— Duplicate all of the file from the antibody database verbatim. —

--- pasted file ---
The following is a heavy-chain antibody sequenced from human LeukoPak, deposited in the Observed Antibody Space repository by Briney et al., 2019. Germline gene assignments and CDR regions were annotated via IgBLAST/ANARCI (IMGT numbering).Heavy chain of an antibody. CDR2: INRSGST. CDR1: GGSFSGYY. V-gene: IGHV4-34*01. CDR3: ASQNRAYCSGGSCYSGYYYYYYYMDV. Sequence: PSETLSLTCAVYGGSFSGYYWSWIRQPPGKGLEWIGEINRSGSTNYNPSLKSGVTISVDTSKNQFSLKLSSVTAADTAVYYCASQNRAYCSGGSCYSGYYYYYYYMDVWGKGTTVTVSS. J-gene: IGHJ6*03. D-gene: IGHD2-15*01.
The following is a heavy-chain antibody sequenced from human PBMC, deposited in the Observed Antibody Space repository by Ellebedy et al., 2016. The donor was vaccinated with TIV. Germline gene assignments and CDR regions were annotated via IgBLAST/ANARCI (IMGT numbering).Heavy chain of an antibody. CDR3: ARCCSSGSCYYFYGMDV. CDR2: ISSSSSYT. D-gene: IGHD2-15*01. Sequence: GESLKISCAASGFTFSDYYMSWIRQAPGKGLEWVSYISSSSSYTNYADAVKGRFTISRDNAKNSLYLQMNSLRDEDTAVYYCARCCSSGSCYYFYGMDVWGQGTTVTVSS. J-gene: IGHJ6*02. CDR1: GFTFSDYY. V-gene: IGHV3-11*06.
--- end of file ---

The following is a heavy-chain antibody sequenced from human LeukoPak, deposited in the Observed Antibody Space repository by Briney et al., 2019. Germline gene assignments and CDR regions were annotated via IgBLAST/ANARCI (IMGT numbering).Heavy chain of an antibody. CDR2: INRSGST. CDR1: GGSFSGYY. V-gene: IGHV4-34*01. CDR3: ASQNRAYCSGGSCYSGYYYYYYYMDV. Sequence: PSETLSLTCAVYGGSFSGYYWSWIRQPPGKGLEWIGEINRSGSTNYNPSLKSGVTISVDTSKNQFSLKLSSVTAADTAVYYCASQNRAYCSGGSCYSGYYYYYYYMDVWGKGTTVTVSS. J-gene: IGHJ6*03. D-gene: IGHD2-15*01.
The following is a heavy-chain antibody sequenced from human PBMC, deposited in the Observed Antibody Space repository by Ellebedy et al., 2016. The donor was vaccinated with TIV. Germline gene assignments and CDR regions were annotated via IgBLAST/ANARCI (IMGT numbering).Heavy chain of an antibody. CDR3: ARCCSSGSCYYFYGMDV. CDR2: ISSSSSYT. D-gene: IGHD2-15*01. Sequence: GESLKISCAASGFTFSDYYMSWIRQAPGKGLEWVSYISSSSSYTNYADAVKGRFTISRDNAKNSLYLQMNSLRDEDTAVYYCARCCSSGSCYYFYGMDVWGQGTTVTVSS. J-gene: IGHJ6*02. CDR1: GFTFSDYY. V-gene: IGHV3-11*06.